Thirty-five million fewer pints of beer were drunk in Britain’s pubs and restaurants in the quarter to September 2017 than the same period last year, a reduction of 3.6 per cent, according to the British Beer and Pubs Association. This contributes to an almost 30 per cent decline in total beer sales over the past 20 years.
With duty and VAT making up over 30 per cent of the price of a pint, the industry is calling for a reduction in duty as it seeks to reverse this trend.
It isn’t clear whether this change in drinking behaviour is due to the level of tax, or because today’s consumers are choosing to spend their money in other ways or indeed to save it by drinking at home. Or a combination of these.
Either way, duties on alcoholic drinks were forecast to raise £11bn in 2016/17 so this is big business for the Exchequer.
If this trend in beer sales continues, resulting in a reduced tax take, how will the Chancellor respond?
One route would be to broaden the tax base, either by charging duty on more products, or by reducing the tax gap, which for alcohol was estimated to be at £1.3bn in 2015/16.
To try and close this gap, new measures came into effect in April 2017, making it illegal to trade alcohol without being registered under the HMRC scheme, with penalties for both unregistered wholesalers and trade buyers who purchase from them.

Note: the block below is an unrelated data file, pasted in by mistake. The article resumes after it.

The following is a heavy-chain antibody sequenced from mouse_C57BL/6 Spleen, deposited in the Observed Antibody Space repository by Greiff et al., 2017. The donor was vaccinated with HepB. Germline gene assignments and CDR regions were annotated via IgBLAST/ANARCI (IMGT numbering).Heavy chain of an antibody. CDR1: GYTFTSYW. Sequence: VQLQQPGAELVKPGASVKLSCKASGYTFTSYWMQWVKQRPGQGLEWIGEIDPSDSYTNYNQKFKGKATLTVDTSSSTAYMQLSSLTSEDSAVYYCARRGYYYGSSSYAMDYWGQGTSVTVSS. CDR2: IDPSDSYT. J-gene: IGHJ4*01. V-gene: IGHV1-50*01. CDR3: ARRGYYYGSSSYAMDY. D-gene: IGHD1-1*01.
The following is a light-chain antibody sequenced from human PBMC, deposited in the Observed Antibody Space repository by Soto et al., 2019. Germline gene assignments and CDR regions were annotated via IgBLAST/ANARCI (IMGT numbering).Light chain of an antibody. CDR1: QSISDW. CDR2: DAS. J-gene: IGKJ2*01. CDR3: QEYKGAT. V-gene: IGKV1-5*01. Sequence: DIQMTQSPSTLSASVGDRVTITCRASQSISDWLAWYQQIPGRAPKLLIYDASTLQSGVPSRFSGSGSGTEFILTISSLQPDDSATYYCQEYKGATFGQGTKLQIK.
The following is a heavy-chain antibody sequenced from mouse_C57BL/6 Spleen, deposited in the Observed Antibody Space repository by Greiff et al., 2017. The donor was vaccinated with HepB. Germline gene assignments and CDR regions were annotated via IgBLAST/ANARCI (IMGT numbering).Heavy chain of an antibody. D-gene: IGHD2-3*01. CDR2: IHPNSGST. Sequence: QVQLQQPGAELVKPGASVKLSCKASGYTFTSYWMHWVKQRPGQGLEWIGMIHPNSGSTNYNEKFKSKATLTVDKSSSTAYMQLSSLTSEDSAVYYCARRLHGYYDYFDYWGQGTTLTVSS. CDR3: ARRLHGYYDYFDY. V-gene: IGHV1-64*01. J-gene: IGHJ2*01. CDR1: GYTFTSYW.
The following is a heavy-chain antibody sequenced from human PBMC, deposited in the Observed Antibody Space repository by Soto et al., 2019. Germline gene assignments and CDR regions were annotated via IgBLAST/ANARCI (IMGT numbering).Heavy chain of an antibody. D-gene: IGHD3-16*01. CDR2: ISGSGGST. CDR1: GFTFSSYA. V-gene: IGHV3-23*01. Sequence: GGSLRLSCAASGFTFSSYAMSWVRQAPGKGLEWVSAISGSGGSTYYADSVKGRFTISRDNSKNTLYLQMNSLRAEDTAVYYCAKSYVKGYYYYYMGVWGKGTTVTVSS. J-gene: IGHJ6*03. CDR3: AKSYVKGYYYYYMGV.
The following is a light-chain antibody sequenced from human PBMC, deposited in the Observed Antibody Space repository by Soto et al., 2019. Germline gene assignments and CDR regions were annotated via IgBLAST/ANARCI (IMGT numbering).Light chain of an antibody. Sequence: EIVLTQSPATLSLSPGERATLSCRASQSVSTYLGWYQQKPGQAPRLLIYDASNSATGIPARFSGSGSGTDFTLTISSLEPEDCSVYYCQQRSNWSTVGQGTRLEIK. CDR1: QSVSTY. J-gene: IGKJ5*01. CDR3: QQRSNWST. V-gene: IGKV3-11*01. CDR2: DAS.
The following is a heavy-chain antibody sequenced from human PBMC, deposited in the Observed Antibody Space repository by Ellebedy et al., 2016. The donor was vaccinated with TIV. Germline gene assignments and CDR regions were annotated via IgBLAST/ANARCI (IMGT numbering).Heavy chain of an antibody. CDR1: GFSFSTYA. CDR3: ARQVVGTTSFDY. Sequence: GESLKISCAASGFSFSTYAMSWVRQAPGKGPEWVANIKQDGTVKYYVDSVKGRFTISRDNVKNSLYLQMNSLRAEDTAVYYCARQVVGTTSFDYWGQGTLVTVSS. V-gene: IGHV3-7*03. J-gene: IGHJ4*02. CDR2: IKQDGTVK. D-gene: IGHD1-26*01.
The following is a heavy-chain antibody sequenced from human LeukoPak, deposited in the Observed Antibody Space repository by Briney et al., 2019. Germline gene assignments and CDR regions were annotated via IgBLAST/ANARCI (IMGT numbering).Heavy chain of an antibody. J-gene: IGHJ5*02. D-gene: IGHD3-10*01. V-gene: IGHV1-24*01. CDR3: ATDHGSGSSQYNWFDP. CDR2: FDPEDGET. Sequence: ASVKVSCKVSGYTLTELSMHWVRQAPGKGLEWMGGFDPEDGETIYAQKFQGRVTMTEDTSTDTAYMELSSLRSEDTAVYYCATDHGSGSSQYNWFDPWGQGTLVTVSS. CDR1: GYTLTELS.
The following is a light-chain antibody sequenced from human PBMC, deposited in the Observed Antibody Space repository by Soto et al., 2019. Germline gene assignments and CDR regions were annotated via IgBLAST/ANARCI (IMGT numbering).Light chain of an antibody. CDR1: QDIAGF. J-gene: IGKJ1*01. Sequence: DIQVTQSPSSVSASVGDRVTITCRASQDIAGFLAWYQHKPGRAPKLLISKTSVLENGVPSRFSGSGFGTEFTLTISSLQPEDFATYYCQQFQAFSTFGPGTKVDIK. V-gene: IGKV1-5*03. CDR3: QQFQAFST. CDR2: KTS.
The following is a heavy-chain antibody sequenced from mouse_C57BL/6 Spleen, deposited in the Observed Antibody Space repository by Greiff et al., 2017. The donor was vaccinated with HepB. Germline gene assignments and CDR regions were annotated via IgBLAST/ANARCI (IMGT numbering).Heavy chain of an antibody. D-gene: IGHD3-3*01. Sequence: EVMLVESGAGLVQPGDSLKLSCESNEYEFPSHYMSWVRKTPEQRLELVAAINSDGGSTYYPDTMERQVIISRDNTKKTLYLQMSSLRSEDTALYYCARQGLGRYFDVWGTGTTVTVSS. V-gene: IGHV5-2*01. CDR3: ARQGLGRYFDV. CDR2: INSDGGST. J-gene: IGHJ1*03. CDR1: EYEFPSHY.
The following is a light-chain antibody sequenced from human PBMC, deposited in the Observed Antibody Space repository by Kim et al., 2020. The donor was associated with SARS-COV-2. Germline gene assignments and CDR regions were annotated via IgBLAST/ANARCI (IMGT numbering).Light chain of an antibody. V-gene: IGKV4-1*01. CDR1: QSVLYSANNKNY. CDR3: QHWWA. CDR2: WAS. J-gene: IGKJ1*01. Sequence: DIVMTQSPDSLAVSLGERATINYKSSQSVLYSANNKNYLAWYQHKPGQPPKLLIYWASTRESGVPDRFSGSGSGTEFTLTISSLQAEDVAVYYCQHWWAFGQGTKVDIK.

Increasingly, European countries are introducing taxes and other measures to curb e-cigarettes, so perhaps this is something we could also see here in the UK.
There are calls from some to extend the sugar tax on fizzy drinks to include sweets, chocolate and fast food. However, these taxes are usually implemented to change behaviour rather than generate revenues, therefore if they are successful, there will be less tax take by design.
There were announcements last week that the maximum stake on fixed odds betting terminals will be reduced. Perhaps this is another area we could see duty increased in an effort to make them even less profitable and therefore less attractive to the betting shops.
How the Government will react to these changes remains to be seen, but one thing is clear – any changes in levies on so called ‘sin taxes’ not only increase costs for the consumer but also impact on the business which sell them.
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